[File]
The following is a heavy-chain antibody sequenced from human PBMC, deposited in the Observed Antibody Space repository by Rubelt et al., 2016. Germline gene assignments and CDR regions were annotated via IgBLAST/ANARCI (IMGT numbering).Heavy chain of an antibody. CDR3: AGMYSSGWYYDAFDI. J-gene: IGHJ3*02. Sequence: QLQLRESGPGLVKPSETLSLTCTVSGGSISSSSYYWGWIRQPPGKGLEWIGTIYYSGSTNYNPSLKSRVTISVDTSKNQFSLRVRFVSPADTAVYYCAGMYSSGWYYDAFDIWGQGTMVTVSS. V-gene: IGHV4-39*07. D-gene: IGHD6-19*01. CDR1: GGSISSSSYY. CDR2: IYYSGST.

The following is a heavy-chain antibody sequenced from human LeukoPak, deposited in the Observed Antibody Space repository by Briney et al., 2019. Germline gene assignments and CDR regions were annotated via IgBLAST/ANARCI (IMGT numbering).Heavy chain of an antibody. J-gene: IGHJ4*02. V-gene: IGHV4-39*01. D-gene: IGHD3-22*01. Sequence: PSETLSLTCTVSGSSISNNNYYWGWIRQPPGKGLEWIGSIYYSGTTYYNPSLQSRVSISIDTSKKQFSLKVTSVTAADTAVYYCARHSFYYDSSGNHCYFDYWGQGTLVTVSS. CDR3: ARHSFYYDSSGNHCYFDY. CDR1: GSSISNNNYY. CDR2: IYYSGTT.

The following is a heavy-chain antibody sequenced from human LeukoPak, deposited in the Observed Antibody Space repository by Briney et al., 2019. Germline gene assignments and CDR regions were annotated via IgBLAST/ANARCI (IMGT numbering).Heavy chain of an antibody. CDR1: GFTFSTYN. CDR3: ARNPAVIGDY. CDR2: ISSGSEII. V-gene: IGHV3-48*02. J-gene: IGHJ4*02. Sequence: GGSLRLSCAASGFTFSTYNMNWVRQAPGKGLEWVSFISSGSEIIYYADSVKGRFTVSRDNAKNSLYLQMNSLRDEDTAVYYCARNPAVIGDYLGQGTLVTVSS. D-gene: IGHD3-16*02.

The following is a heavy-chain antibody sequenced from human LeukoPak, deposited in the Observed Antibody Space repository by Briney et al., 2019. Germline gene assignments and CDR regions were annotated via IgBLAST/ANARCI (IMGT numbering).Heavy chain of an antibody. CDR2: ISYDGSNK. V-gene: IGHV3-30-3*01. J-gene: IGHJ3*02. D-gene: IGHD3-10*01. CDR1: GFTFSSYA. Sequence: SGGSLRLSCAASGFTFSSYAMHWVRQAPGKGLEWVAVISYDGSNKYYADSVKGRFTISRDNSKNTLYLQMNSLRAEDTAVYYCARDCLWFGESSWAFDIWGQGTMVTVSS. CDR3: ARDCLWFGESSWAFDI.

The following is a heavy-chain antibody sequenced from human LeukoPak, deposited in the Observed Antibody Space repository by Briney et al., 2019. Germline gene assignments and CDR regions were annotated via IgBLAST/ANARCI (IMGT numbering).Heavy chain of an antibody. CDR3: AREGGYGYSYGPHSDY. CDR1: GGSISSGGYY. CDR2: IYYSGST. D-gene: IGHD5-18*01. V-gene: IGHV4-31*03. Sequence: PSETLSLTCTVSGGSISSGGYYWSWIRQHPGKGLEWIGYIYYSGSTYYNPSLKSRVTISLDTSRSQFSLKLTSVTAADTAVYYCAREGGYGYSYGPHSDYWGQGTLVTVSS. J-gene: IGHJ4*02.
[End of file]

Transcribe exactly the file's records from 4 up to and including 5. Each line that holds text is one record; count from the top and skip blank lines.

The following is a heavy-chain antibody sequenced from human LeukoPak, deposited in the Observed Antibody Space repository by Briney et al., 2019. Germline gene assignments and CDR regions were annotated via IgBLAST/ANARCI (IMGT numbering).Heavy chain of an antibody. CDR2: ISYDGSNK. V-gene: IGHV3-30-3*01. J-gene: IGHJ3*02. D-gene: IGHD3-10*01. CDR1: GFTFSSYA. Sequence: SGGSLRLSCAASGFTFSSYAMHWVRQAPGKGLEWVAVISYDGSNKYYADSVKGRFTISRDNSKNTLYLQMNSLRAEDTAVYYCARDCLWFGESSWAFDIWGQGTMVTVSS. CDR3: ARDCLWFGESSWAFDI.

The following is a heavy-chain antibody sequenced from human LeukoPak, deposited in the Observed Antibody Space repository by Briney et al., 2019. Germline gene assignments and CDR regions were annotated via IgBLAST/ANARCI (IMGT numbering).Heavy chain of an antibody. CDR3: AREGGYGYSYGPHSDY. CDR1: GGSISSGGYY. CDR2: IYYSGST. D-gene: IGHD5-18*01. V-gene: IGHV4-31*03. Sequence: PSETLSLTCTVSGGSISSGGYYWSWIRQHPGKGLEWIGYIYYSGSTYYNPSLKSRVTISLDTSRSQFSLKLTSVTAADTAVYYCAREGGYGYSYGPHSDYWGQGTLVTVSS. J-gene: IGHJ4*02.